A story of how to succeed when the odds are against you
“They tried to break me because they didn’t think I’d make it. I was small, 120 pounds, 18 years old. But I wanted to do it, so I decided I would.” These are the words of Michael Scott Macdonald, a 32-year-old veteran whose life has been derailed in more ways than most people can imagine.
Hearing him speak about someone doubting his perseverance is almost laughable. How could anyone underestimate this man?
Scott always wanted to help others, which is why he joined the army at 18. “I thought we were a peacekeeping nation. I wanted to help,” Scott recalls, but then peacekeeping changed to fighting a war in Afghanistan. “It wasn’t what I signed up for. I’m proud of what I did, but it wasn’t what I wanted.”
For some, war is hard to fathom. For Scott, it was a reality. “We were in the depths of hell. I was shot at… we were fighting the Taliban. How did I sleep? Not well. After you’re shot at enough, you go into survival mode. You naturally defend yourself. It’s after the fact that it bothers you.”
Returning to normal life was difficult for Scott after his tour of duty. “I had nightmares. Sounds bothered me – a car backfiring was a big, big deal. There was no professional who dealt with war trauma. I went to counsellors who’d say things like, ‘wow’. What does a kid do with that?”
Not knowing how to cope, Scott turned to opiates, prompting his family to send him to a treatment centre. “They deal with so many veterans and knew exactly what to do. Through therapy, I found meaning and purpose, which was helping people. That’s why I had joined the army in the first place.”
After treatment, Scott wanted to give back. He went to Uganda to volunteer in an orphanage where many of the kids were ex-soldiers. He played games with the children, eventually feeling like a father-figure to them, helping them see there was still good in the world.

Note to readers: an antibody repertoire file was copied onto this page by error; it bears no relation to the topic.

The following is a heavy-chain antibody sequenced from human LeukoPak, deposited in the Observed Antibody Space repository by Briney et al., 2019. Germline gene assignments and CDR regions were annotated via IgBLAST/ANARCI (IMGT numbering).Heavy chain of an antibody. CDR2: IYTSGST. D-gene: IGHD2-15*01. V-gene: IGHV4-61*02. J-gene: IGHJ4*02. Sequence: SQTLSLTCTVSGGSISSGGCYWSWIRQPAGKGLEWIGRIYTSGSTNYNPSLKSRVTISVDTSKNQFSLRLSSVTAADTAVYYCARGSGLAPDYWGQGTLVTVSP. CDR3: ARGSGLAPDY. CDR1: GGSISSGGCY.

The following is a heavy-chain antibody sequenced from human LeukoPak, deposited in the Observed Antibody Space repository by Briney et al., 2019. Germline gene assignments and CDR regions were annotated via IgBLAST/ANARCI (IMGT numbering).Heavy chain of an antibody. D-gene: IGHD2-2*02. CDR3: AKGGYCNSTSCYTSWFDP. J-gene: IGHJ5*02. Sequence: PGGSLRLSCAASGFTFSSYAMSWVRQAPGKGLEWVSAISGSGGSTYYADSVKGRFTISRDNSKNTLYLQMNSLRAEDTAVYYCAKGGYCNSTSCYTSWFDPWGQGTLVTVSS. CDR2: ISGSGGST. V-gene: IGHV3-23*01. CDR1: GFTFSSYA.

In Uganda, Scott met the love of his life. After three wonderful years of volunteering, he married Desire and they had a baby girl. “I found a reason not to use drugs. I loved spending time with the kids, my family. It’s pretty cool how meaning and purpose helped me.”
After visiting his parents in B.C., Scott returned to Uganda to bring his family to Canada. In Uganda, things went horribly wrong. Scott fell off a motorcycle taxi, hit his head, and after a piece of his skull was removed to relieve pressure, Scott was airlifted to South Africa where he was induced into a coma. While recovering at the hospital, Scott caught a superbug affecting the brain, resulting in complete paralysis of his left side. Everything was taken away. His ability to have a conversation, walk, shower… he could only answer, ‘yes’ or ‘no.’
Six months later, Scott was relocated to Vancouver where he spent almost two years in the hospital. When he was finally discharged, Scott displayed a trait he learned in the army: perseverance. “I decided my injury wouldn’t define how I’d live my life or how it would affect my family. I made it my duty to recover, going to physio as if it were a full-time job.”
Scott re-learned to tie his shoes, speak, and play with his daughter. Next, he returned to his purpose of helping others. Scott decided to become a Mental Health and Addictions Worker and enrolled at Stenberg. “I’m proud of myself. A year ago, I didn’t think I could do it but I had to try. If I didn’t have the support of my family, there’s no way I’d be in this position. I take that to work with me… wanting to help people struggling in life.”
“My instructor, Allen, was a huge support. He met me before classes, sometimes for two hours just to talk and help with my injury,” Scott recalls with a smile. With his family and instructors by his side, Scott beat the odds. Despite PTSD from his time in Afghanistan, a brain injury, and a neuro-assessment from the army stating he’d be unable to manage school, Scott graduated with a 93 percent grade point average and is working in his field.
When asked after all he’s been through, why he wanted to enter this field, Scott stated simply, “Because it would be wrong not to. If I don’t use my experiences to help people who are struggling, isn’t that kind of selfish?”